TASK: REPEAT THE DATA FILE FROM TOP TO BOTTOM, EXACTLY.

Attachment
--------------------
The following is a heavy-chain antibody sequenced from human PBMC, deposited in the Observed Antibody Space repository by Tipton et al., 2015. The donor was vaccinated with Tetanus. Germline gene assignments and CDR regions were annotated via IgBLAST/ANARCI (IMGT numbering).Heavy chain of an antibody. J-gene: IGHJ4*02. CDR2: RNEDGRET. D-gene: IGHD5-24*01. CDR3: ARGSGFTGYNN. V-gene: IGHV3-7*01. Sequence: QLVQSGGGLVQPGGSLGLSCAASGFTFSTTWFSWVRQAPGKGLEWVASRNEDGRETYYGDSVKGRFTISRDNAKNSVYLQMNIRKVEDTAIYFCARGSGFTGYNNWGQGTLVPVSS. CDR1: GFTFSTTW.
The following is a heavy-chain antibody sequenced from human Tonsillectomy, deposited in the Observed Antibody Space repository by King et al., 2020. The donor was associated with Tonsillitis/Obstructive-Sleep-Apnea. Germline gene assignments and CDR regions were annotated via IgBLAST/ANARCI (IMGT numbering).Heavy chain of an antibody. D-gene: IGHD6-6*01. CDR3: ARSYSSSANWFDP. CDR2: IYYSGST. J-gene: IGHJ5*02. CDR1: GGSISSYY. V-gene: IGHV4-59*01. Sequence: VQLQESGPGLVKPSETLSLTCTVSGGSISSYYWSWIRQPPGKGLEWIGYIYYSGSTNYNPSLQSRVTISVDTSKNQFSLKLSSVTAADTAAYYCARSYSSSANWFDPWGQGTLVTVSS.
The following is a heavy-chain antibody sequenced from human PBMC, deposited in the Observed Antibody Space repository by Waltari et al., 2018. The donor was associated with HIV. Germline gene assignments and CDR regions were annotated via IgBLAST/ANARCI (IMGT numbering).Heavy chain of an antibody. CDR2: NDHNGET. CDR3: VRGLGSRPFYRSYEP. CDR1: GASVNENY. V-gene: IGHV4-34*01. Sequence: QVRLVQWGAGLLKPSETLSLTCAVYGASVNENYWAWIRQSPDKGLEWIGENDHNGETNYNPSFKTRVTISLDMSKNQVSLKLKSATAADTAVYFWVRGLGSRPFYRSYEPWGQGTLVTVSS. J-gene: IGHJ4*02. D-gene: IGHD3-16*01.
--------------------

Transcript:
The following is a heavy-chain antibody sequenced from human PBMC, deposited in the Observed Antibody Space repository by Tipton et al., 2015. The donor was vaccinated with Tetanus. Germline gene assignments and CDR regions were annotated via IgBLAST/ANARCI (IMGT numbering).Heavy chain of an antibody. J-gene: IGHJ4*02. CDR2: RNEDGRET. D-gene: IGHD5-24*01. CDR3: ARGSGFTGYNN. V-gene: IGHV3-7*01. Sequence: QLVQSGGGLVQPGGSLGLSCAASGFTFSTTWFSWVRQAPGKGLEWVASRNEDGRETYYGDSVKGRFTISRDNAKNSVYLQMNIRKVEDTAIYFCARGSGFTGYNNWGQGTLVPVSS. CDR1: GFTFSTTW.
The following is a heavy-chain antibody sequenced from human Tonsillectomy, deposited in the Observed Antibody Space repository by King et al., 2020. The donor was associated with Tonsillitis/Obstructive-Sleep-Apnea. Germline gene assignments and CDR regions were annotated via IgBLAST/ANARCI (IMGT numbering).Heavy chain of an antibody. D-gene: IGHD6-6*01. CDR3: ARSYSSSANWFDP. CDR2: IYYSGST. J-gene: IGHJ5*02. CDR1: GGSISSYY. V-gene: IGHV4-59*01. Sequence: VQLQESGPGLVKPSETLSLTCTVSGGSISSYYWSWIRQPPGKGLEWIGYIYYSGSTNYNPSLQSRVTISVDTSKNQFSLKLSSVTAADTAAYYCARSYSSSANWFDPWGQGTLVTVSS.
The following is a heavy-chain antibody sequenced from human PBMC, deposited in the Observed Antibody Space repository by Waltari et al., 2018. The donor was associated with HIV. Germline gene assignments and CDR regions were annotated via IgBLAST/ANARCI (IMGT numbering).Heavy chain of an antibody. CDR2: NDHNGET. CDR3: VRGLGSRPFYRSYEP. CDR1: GASVNENY. V-gene: IGHV4-34*01. Sequence: QVRLVQWGAGLLKPSETLSLTCAVYGASVNENYWAWIRQSPDKGLEWIGENDHNGETNYNPSFKTRVTISLDMSKNQVSLKLKSATAADTAVYFWVRGLGSRPFYRSYEPWGQGTLVTVSS. J-gene: IGHJ4*02. D-gene: IGHD3-16*01.